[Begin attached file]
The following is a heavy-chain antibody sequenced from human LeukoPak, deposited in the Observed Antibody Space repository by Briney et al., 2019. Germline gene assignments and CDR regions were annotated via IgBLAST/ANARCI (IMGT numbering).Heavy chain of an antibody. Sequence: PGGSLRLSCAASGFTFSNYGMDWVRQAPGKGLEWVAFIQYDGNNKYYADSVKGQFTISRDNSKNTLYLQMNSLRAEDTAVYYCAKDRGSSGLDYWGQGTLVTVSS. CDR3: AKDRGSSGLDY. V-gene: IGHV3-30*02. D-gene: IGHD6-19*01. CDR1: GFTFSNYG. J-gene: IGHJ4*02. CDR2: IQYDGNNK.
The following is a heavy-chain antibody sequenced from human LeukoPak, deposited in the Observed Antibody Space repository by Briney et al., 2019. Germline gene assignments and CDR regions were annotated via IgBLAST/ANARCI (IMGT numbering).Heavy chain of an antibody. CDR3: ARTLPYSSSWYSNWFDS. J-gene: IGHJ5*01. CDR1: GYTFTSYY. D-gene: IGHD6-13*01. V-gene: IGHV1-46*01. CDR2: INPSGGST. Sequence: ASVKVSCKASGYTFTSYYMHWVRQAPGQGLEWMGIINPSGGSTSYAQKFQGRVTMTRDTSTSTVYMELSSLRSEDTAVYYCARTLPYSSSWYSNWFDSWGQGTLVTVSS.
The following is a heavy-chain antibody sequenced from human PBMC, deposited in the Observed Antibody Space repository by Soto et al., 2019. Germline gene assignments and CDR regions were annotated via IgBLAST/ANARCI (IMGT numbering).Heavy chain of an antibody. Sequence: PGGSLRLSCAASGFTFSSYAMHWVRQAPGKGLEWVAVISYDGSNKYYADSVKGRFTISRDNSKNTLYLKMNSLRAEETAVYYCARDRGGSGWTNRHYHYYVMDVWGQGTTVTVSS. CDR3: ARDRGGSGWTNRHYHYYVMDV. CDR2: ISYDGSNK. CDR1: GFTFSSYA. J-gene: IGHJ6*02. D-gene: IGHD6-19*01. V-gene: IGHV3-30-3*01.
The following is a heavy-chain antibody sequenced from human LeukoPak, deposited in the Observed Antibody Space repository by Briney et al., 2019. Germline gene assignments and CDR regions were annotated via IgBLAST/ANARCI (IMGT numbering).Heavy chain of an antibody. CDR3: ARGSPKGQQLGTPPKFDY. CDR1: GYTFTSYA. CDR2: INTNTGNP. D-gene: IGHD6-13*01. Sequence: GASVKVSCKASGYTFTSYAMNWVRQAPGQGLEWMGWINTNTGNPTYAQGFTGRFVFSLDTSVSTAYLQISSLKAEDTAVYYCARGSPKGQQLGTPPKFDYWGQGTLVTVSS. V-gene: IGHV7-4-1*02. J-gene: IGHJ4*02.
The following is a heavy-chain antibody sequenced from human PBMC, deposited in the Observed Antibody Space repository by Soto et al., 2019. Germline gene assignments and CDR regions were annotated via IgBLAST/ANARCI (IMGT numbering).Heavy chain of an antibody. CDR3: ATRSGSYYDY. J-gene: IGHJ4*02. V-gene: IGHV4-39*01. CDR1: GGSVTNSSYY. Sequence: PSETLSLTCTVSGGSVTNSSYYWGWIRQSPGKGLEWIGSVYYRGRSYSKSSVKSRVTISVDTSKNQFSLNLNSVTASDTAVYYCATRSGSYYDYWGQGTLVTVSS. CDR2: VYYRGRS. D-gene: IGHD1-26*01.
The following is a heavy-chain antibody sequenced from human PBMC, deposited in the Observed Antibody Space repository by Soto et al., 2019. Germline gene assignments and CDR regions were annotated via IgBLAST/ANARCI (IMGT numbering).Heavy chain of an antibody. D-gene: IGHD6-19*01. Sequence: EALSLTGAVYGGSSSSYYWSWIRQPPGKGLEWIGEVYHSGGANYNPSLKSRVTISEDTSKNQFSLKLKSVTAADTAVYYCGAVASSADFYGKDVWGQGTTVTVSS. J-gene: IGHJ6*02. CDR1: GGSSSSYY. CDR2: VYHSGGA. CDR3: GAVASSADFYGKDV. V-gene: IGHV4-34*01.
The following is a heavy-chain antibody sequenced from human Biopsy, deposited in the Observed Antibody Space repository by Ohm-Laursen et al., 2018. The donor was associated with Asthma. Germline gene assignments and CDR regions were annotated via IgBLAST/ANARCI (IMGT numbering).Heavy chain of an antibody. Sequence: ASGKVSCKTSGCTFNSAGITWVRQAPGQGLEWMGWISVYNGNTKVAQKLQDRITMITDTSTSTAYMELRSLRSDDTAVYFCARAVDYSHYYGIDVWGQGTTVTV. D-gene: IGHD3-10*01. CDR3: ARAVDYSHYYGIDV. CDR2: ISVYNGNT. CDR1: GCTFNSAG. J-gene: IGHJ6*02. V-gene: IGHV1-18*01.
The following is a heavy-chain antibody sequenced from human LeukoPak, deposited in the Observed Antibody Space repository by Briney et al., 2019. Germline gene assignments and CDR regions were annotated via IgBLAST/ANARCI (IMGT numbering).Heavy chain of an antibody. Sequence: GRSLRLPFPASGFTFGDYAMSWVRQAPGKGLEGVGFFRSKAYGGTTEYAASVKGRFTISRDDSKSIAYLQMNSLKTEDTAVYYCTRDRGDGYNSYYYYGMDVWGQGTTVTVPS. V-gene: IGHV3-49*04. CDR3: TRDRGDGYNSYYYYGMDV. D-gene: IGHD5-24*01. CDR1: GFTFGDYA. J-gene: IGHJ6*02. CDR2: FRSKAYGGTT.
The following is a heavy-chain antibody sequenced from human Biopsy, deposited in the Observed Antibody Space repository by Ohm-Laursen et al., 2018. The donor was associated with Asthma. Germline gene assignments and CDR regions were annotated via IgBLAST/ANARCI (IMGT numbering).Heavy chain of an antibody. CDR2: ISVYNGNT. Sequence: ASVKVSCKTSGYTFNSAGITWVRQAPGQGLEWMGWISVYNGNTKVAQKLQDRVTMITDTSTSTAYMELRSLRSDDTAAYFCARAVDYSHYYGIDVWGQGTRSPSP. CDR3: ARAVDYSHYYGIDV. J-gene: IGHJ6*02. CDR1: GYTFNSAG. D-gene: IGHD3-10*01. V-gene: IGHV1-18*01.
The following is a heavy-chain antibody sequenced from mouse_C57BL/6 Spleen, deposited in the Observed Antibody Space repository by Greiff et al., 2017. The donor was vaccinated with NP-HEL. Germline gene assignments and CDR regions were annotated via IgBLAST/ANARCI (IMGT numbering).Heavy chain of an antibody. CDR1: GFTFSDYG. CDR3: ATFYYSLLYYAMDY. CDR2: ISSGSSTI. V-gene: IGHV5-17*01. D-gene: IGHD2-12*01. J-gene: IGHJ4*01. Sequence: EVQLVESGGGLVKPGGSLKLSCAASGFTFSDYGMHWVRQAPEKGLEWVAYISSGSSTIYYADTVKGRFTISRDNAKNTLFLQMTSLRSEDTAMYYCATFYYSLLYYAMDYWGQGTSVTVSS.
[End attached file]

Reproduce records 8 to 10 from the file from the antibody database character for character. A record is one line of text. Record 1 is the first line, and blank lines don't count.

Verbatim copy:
The following is a heavy-chain antibody sequenced from human LeukoPak, deposited in the Observed Antibody Space repository by Briney et al., 2019. Germline gene assignments and CDR regions were annotated via IgBLAST/ANARCI (IMGT numbering).Heavy chain of an antibody. Sequence: GRSLRLPFPASGFTFGDYAMSWVRQAPGKGLEGVGFFRSKAYGGTTEYAASVKGRFTISRDDSKSIAYLQMNSLKTEDTAVYYCTRDRGDGYNSYYYYGMDVWGQGTTVTVPS. V-gene: IGHV3-49*04. CDR3: TRDRGDGYNSYYYYGMDV. D-gene: IGHD5-24*01. CDR1: GFTFGDYA. J-gene: IGHJ6*02. CDR2: FRSKAYGGTT.
The following is a heavy-chain antibody sequenced from human Biopsy, deposited in the Observed Antibody Space repository by Ohm-Laursen et al., 2018. The donor was associated with Asthma. Germline gene assignments and CDR regions were annotated via IgBLAST/ANARCI (IMGT numbering).Heavy chain of an antibody. CDR2: ISVYNGNT. Sequence: ASVKVSCKTSGYTFNSAGITWVRQAPGQGLEWMGWISVYNGNTKVAQKLQDRVTMITDTSTSTAYMELRSLRSDDTAAYFCARAVDYSHYYGIDVWGQGTRSPSP. CDR3: ARAVDYSHYYGIDV. J-gene: IGHJ6*02. CDR1: GYTFNSAG. D-gene: IGHD3-10*01. V-gene: IGHV1-18*01.
The following is a heavy-chain antibody sequenced from mouse_C57BL/6 Spleen, deposited in the Observed Antibody Space repository by Greiff et al., 2017. The donor was vaccinated with NP-HEL. Germline gene assignments and CDR regions were annotated via IgBLAST/ANARCI (IMGT numbering).Heavy chain of an antibody. CDR1: GFTFSDYG. CDR3: ATFYYSLLYYAMDY. CDR2: ISSGSSTI. V-gene: IGHV5-17*01. D-gene: IGHD2-12*01. J-gene: IGHJ4*01. Sequence: EVQLVESGGGLVKPGGSLKLSCAASGFTFSDYGMHWVRQAPEKGLEWVAYISSGSSTIYYADTVKGRFTISRDNAKNTLFLQMTSLRSEDTAMYYCATFYYSLLYYAMDYWGQGTSVTVSS.